January 28, 2006



Posted: 08.15.05

Applied Wisdom and Cyber Cultures in a People Driven World

In my last column I shared with you a personal experience and a vision of a future, a not so distant future that brings with it a connected world; one that weaves your physical, digital and spiritual states of being around you. Imagine a world where technology is a transparent enabler that seamlessly facilitates conveniences and quality-of-life services for people as individuals, communities and cultures. A harmonious and rich world with preference, presence and content orchestrated in the wisdom of context and coordinates. With you at the center of your universe, in your home, your car and anywhere that you may be, your assets, resources and support systems are within reach of your senses whenever you want them, in a form that you can use: simple, applicable, relevant and fun.
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By Lubna Dajani

This vision of a globally connected world is not far fetched, rather it is an inevitable reality. It was not so long ago when the Internet revamped the communication infrastructure shattering geophysical boundaries by connecting us through a virtual world we often call cyberspace. Mobile technologies un-tethered these connections, allowing us to maintain contact while roaming about our physical world. In the genesis of tomorrow’s world, our individual persona and relations are echoed throughout our cyberspace, freeing us beyond our physical boundaries, all while maintaining critical reference to our location in time, place and dimension.

However wonderful this could be, it is important to point out that in execution the timetable, richness and quality of the experience—and ultimate impact—hinges on the balancing act currently in play between the stakeholders. Not an easy endeavor given that this new world is the result of an unsurpassed convergence of industries and cultures. The diversity of the players ranges from ambitious entrepreneurs, global governments and the dinosaurs of three disparate industries: telecom, IT and media. Clearly the issue here is not one of technology, innovation or value to the consumer: It is one of people, politics and business models. In short, it is about control.

So do we really need this connectedness?

By now you know I like to share personal stories with you. Last weekend I was soaking up the majestic beauty and power of Washington State’s rainforests. It is wonderful to be one with nature; to experience the harmony of its sights, smells, textures and sounds. I was high on the thrill of the adventure and also curious. How old is this forest? What treasures and dangers does it hold? Who else has traveled this path before me, and what stories could they tell? I found myself craving the instant gratification of having my questions answered at that instant. I would have loved to be able to learn about what I was experiencing as I experienced it. To learn of other people’s stories and to share mine, or maybe not!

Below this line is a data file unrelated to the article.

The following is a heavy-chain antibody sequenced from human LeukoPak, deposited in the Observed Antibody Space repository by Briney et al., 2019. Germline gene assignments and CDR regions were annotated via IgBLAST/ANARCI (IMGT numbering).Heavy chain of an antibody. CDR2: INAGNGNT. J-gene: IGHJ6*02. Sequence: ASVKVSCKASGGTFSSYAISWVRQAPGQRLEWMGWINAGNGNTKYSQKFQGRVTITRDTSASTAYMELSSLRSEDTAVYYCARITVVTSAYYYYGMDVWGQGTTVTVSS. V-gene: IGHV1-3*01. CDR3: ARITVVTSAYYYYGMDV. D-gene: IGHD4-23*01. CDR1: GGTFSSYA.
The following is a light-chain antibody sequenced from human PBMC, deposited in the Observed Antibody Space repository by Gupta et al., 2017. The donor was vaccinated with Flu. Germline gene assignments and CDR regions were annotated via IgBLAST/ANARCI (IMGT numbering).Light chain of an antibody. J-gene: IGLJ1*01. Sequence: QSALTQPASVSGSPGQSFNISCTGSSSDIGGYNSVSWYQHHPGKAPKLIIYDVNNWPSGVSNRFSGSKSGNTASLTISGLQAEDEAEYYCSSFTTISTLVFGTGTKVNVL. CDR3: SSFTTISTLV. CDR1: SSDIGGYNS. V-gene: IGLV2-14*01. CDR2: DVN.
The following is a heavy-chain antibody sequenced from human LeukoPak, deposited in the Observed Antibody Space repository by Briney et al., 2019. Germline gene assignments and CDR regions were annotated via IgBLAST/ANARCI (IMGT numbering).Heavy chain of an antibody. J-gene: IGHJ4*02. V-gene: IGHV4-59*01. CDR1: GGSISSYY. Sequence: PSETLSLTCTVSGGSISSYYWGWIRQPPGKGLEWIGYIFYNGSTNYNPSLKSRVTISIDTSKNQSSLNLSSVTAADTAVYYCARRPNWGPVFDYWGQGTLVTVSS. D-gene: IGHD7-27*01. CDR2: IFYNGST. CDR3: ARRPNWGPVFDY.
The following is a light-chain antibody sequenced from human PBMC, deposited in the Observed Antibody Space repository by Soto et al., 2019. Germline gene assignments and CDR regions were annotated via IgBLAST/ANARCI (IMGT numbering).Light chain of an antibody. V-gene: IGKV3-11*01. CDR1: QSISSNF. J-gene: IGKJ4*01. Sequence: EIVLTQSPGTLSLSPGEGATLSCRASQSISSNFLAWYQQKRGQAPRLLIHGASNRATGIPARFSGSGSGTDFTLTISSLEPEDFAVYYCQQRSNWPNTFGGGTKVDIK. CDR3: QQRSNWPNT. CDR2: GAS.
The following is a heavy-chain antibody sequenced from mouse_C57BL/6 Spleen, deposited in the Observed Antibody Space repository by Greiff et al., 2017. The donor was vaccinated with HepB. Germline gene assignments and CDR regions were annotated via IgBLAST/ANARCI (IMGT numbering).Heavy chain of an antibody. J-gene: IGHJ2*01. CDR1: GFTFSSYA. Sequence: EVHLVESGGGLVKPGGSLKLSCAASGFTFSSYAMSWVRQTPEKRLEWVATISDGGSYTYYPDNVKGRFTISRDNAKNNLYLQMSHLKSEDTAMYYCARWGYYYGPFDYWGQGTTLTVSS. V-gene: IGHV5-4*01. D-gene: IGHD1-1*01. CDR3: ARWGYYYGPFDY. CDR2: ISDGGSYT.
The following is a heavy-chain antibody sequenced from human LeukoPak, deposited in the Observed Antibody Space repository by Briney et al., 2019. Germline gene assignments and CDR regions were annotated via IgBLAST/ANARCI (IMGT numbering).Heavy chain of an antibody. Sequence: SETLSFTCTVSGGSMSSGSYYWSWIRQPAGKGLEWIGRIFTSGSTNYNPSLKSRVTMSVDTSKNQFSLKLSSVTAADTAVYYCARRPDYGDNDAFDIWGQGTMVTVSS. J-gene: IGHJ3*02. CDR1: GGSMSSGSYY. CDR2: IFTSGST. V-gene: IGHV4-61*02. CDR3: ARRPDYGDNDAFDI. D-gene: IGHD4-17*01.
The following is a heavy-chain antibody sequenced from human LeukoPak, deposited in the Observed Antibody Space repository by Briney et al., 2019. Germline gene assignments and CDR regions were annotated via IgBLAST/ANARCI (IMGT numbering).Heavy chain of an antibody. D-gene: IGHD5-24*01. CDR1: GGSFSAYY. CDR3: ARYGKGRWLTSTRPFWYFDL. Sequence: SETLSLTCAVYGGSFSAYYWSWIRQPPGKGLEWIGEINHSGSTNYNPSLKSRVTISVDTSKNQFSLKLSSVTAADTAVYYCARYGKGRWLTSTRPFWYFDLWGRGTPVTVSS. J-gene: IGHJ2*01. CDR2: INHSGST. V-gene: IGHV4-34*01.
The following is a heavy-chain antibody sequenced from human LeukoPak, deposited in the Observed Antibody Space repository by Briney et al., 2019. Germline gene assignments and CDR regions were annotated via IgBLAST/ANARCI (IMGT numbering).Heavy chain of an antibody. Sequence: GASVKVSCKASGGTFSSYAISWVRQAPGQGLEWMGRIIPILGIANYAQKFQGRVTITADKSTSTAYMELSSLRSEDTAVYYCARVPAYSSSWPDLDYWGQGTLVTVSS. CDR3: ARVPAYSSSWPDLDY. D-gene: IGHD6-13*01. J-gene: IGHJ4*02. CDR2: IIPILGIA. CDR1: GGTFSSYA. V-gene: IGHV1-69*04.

The tomorrow I describe appeals to our basic human need to belong, learn and share. Enriching our earthly experiences as it enables us to tell stories, share experiences, lend a hand or seek help all within our cyber dimension. All without litter or disruption to our physical environment whether it’s the rainforest or the corner of 42nd street in New York City.

Now, I would not blame you if you make a face at me and say, “Yeah, right.” But if you think about it, this is sensible, technically doable, the market will love it and the universe will be better for it.

How can we get to this happy beginning? That takes us back to the stakeholders shaped by their guiding principals, business models and Wall Street expectations. There must be a shift in industry thinking from “How can we get the most out of the customer?” to “How can we serve our customers such that we earn their business, trust and loyalty?” The trick here is to establish an ecosystem that is dynamic, kinetic and adaptable to consumer needs, which would naturally yield benefit, profit and evolutionary progress.

We can start by creating a fertile ground for innovation in offerings that bring convenience, comfort, safety and warmth to everyday life rather than add complexity, confusion and clutter. This can be accomplished by opening up the choke points from operators, service providers, governments and media, and inviting people to drive context. Commercial success will follow. The Internet has already demonstrated that success can be achieved through openness, familiarity and simplicity. I will leave you with this to think about for now and perhaps in a following column we can chat more about some of the key enabler ingredients that we touched up on like, presence, location, preference and the communal nature of people.

As always please continue to share your thoughts with me [email protected]

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